Ireland -- Troops Out! End Partition!
m-14970 at mailbox.swipnet.se
Mon Oct 14 12:47:41 MDT 1996
Here's an article from Socialist Voice about Ireland, focusing on the
events of July this year and the preconditions for future developments.
On Thursday 11 July RUC officers armed with truncheons suddenly turned on
the nationalist residents of Portadown, They set upon a sit-down protest by
the residents. Young and old were bludgeoned and many rounds of plastic
bullets and baton attacks left a number of casualties. Residents were
trapped in their own homes by armed vehicles which lined the route whilst
the Loyalist march passed through.
The attacks continued in Derry. While the Catholic population resisted
another sectarian parade was being escorted through a strongly nationalist
area - 800 plastic bullets were fired and nearly 100 people were injured.
One teenage boy who was trying to avoid the clashes was hit at short range
by a plastic bullet and badly injured.
Later the same day the RUC assaulted patients at a hospital casualty ward
in Altnagelvin, even knocking a nurse to the ground. British troops also
fired plastic bullets against the Catholic population. On 14 July 15,000
people demonstrated in Derry in memory of Dermot McShane, 35, who was run
over and killed by a British Army vehicle earlier in the day. The
demonstration demanded rights for nationalists and an end to the Orange
In Belfast, RUC officers replaced plastic bullets with live ammunition
(Sinn Fein statement 14 July).
These events show there can be no real peace process while, in the words of
the Catholic community, there is an "Orange Statelet in control of the six
For an entire year the Orange Order refused to talk to the residents of the
Garvaghy road area. Trimble and Paisley, the main protagonist leaders of
the Unionists and members of the British parliament, would not have acted
like this without the confidence that the British Government would not
oppose their actions. In the week before the decision to allow the Orange
march go ahead, a number of young Tories and some 'lodges' from Essex and
London made an appearance amongst the Loyalist 'demonstrators' at
Portadown. The recent exclusion of Sinn Fein from the 'all-party' talks
served to reinforce the supremacy of the most bigoted and sectarian forces.
Sinn Fein leader Gerry Adams said "One thing is clear: it is not possible
to have peace in Ireland unless the British Government is committed to that
objective." That is impossible. Mayhew, the Tory representative in the
north, had prepared for this type of explosion by telling people to cheer
up and that there was nothing to worry about. The events in Ireland
highlight how weak this Tory government has become - it cannot control
events but is pushed by them. President Clinton pushed the British into
these peace talks and the Unionists pulled them out: subservient to the US
and their interests and dependent on the Unionist vote in the Parliament.
The Unionists and the RUC were safe in whipping up sectarian feelings.
The Tory government is incapable of dealing with the Unionists because they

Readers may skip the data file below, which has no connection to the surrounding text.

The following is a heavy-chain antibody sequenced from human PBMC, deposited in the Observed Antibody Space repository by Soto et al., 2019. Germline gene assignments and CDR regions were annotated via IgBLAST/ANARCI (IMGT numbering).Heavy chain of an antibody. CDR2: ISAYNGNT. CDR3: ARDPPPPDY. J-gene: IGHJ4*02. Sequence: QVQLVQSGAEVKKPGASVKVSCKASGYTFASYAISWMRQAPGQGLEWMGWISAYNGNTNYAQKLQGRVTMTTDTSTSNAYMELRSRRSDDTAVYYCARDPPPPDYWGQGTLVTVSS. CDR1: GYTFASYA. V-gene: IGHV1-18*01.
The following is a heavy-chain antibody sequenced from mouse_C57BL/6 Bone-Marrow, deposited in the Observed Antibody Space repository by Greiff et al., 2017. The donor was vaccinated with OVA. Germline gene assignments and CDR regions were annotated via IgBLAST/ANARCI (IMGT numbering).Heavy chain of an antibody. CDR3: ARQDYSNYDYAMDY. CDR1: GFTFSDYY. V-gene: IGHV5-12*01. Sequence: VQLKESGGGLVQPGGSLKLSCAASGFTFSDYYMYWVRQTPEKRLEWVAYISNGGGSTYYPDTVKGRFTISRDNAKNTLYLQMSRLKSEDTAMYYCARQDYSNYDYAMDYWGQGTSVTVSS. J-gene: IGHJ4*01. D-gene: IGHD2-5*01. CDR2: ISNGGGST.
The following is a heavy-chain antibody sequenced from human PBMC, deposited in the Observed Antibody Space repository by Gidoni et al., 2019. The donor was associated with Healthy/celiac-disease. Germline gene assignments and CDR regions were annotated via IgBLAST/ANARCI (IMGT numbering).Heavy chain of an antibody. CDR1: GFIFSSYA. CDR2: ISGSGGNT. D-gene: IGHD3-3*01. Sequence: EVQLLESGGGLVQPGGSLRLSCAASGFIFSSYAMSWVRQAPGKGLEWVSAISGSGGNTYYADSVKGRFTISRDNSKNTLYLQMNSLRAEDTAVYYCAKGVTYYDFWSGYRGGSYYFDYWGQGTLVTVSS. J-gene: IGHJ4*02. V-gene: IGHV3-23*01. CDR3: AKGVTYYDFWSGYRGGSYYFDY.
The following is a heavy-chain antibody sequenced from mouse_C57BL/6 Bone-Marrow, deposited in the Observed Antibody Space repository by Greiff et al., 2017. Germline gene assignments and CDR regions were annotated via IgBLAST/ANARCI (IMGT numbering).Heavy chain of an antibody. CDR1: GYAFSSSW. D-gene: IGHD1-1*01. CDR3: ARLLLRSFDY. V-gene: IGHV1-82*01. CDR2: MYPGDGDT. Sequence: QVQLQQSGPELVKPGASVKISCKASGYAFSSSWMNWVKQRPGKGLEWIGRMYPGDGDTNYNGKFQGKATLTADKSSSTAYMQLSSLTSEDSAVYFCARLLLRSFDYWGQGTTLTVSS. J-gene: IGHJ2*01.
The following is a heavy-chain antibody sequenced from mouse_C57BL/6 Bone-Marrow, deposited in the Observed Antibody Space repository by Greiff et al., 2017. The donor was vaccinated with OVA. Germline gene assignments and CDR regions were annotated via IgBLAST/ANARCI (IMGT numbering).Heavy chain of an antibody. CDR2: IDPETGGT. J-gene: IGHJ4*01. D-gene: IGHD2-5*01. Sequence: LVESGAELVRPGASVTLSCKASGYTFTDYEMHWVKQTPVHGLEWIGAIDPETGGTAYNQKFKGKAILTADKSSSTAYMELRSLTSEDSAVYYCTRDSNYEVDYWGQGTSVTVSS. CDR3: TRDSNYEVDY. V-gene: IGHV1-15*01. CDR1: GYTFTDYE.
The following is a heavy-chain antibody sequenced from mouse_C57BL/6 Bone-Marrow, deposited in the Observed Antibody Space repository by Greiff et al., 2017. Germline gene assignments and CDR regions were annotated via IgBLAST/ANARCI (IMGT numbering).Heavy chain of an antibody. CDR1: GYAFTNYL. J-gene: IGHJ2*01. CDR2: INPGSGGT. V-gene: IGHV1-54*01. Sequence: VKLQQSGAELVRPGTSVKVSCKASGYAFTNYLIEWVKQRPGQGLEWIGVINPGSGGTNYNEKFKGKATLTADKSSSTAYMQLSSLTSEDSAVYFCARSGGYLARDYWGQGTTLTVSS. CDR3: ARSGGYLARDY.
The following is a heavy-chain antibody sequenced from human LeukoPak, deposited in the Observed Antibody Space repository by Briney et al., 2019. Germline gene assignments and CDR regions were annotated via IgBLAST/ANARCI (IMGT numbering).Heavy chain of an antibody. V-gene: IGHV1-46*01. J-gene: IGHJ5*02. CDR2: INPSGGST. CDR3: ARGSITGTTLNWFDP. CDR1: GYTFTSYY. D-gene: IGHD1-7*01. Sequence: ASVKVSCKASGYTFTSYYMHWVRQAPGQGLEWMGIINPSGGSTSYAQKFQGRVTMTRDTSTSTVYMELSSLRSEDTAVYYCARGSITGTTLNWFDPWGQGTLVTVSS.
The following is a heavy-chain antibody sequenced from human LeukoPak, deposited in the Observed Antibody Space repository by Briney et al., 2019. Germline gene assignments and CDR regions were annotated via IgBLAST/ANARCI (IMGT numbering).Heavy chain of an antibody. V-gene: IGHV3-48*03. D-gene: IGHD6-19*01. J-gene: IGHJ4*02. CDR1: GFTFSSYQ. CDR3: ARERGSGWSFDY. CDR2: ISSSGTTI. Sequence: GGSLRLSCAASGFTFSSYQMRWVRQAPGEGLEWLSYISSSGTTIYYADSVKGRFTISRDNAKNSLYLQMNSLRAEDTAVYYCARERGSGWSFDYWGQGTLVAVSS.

do not have an alternative policy to deal with problem and consequently
allow others to make the running.
In the week before the march began the Unionists acted as if they had
complete control: forcing Catholics from their homes, blockading roads They
highjacked cars and buses and they even sealed off the village where the
deputy chair of the SDLP lives, Seamus Mallon, resulting in his having to
be airlifted out of his home. Such action would not of course have
tolerated from the Nationalist forces, for them to have acted in this way
would have meant the beginning of a very harsh repression from State forces
and possibly the beginning of a new war.
All these events took place before the march on Portadown, while
negotiations were supposedly going on to ease the situation while in fact
the Unionists were escalating it. It has echoes of the impotence shown by
the British forces and others against the Chetniks in Bosnia in the last
few years. The Unionists quickly realised, if they did not know before,
that nothing would be done against them.
The 'peace process' has not tamed the Unionists. According the Guardian 13
July, more than 100,000 Orangeman marched in 19 locations. They march and
the northern state increases its powers of arrest against Catholics when
Every socialist and workers organisation in Britain should demand: the
banning of plastic bullets, the disarming and disbandment of the RUC, the
release of all political prisoners, the withdrawal of the British Troops,
the ending of British interference and the ending of Partition.
When the nationalist communities are under attack, they have the right to
defend themselves and every worker in Britain should support that right.
Socialist Voice is the journal of the International Socialist League, the
British section of the International Workers League/Fourth International
E-mail: socvoice at gn.apc.org
Snail-mail: ISL, PO Box 9, Eccles SO, Salford, M30 7FX
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